Figures collated by the University’s Violence Research Group (VRG) between January 2010 and December 2014 show a 13.8% average annual reduction in violence across the five-year period.
For the first time, the research provides a regional breakdown of violence-related injury rates in England and Wales. The findings are published today in the Journal of Epidemiology and Community Health.
All but two of the ten regions studied showed a significant decrease in hospital treatment following violence. Bucking this trend were the Eastern region which showed only a slight drop, while the South West experienced a slight increase.
With an average year-on-year decrease of 26%, the West Midlands saw the biggest fall in serious violence. The overall rate of violent injury among boys and girls (aged 0-10) saw an average annual reduction of 20%.
People living in the North West, North East and Yorkshire and Humberside regions were more likely to be injured in violence than those in other regions. Young males (aged 18-30) and adolescents (aged 11-17) were the groups most likely to be injured.
The months of May and July consistently stood out as times when serious violence was most common, whereas February was the quietest month.
The data were gathered from a scientific sample of 151 Emergency Departments (EDs), Minor Injury Units (MIUs) and Walk-in Centres in regions of England and Wales. The findings are drawn from 247,016 recorded visits of males and females needing treatment following violence.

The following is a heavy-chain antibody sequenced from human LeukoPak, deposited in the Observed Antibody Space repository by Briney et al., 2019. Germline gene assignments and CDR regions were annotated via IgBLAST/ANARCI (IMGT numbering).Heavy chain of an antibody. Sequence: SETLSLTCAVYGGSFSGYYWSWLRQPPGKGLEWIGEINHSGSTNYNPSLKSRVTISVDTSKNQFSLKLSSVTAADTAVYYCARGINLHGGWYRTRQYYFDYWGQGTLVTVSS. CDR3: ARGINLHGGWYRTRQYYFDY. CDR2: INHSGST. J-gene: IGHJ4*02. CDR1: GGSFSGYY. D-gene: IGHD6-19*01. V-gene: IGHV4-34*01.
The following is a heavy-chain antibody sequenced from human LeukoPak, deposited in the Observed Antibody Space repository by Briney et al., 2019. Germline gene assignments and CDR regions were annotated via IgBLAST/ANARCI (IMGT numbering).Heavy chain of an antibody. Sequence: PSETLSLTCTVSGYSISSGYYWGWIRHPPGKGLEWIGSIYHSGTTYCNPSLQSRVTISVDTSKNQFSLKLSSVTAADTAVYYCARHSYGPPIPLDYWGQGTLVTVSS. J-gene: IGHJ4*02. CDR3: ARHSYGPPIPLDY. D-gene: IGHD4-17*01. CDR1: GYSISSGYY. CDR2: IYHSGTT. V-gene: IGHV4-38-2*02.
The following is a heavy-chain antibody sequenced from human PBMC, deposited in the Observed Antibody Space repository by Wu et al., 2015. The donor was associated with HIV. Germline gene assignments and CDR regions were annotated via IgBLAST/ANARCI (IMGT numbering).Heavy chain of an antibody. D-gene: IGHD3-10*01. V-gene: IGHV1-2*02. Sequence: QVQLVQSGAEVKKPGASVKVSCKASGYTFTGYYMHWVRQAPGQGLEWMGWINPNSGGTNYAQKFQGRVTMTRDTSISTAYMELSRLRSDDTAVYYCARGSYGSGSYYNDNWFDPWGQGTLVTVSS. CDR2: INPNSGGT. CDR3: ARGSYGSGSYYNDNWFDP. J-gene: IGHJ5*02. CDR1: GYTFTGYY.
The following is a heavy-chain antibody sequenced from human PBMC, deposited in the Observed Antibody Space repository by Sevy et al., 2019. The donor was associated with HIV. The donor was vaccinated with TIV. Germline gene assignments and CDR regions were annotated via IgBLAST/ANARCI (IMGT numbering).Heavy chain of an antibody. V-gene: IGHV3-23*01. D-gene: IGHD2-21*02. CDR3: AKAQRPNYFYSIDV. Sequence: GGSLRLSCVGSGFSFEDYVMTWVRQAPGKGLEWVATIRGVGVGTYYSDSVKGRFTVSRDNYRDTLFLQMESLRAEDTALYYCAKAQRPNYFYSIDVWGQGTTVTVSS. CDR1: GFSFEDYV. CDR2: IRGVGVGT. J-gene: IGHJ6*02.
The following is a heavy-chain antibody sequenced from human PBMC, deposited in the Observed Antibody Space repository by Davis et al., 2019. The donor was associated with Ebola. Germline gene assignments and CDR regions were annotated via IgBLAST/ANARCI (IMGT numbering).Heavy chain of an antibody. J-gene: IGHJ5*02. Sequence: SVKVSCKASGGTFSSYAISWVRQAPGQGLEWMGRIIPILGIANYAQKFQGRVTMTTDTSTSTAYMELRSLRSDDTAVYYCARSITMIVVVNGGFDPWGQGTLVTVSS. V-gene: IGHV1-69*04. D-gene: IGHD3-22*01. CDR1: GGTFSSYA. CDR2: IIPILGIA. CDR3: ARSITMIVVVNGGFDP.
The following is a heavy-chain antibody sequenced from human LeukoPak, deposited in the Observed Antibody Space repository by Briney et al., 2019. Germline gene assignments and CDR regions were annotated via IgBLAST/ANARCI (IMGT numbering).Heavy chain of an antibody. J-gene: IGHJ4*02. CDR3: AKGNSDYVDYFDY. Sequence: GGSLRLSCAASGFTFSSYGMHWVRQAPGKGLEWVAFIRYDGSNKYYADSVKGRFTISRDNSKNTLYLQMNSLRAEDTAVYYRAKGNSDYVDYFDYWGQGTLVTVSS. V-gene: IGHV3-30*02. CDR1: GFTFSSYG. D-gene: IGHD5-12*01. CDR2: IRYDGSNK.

Each ED, MIU and Walk-in Centre is a certified member of the University-based National Violence Surveillance Network (NVSN), which has published annual reports for the past 15 years.
“Our study is very encouraging in demonstrating a consistent and substantial decline in violence in England and Wales, including among children,” said the Director of the Violence Research Group at Cardiff, Professor Jonathan Shepherd – a study co-author.
“There is increasing evidence to suggest that this decline can be attributed in part to public health interventions and improved information-sharing between health services, police and local government.
“This joined-up approach continues to provide intelligence that is used to improve targeted policing, enhance weapon control and bring about better alcohol licensing.
“But there remain areas of concern. The data show that young males aged 18-30 are still the group most likely to be injured in violence and that violence rates in northern regions are higher than in the rest of England and Wales.
“There could be a number of reasons for this, including the use of violence as a means to establish a strong masculine identity, higher levels of alcohol consumption among young adults compared with other age groups, and north-south inequalities in health and prosperity.”
Professor Shepherd also points to the likely impact of alcohol consumption trends on the national decline in violence-related injury. Between 2005 and 2014, hospital admissions for alcohol-related violence in England declined by 27% at a time when alcohol consumption declined by 17%.
He added: “Given that violence peaks in the summer months of May and July, a time when all-day drinking is more common, it would make sense for the government to step up alcohol campaigns and violence prevention efforts at this time.”
Cardiff University is a member of the Russell Group of Universities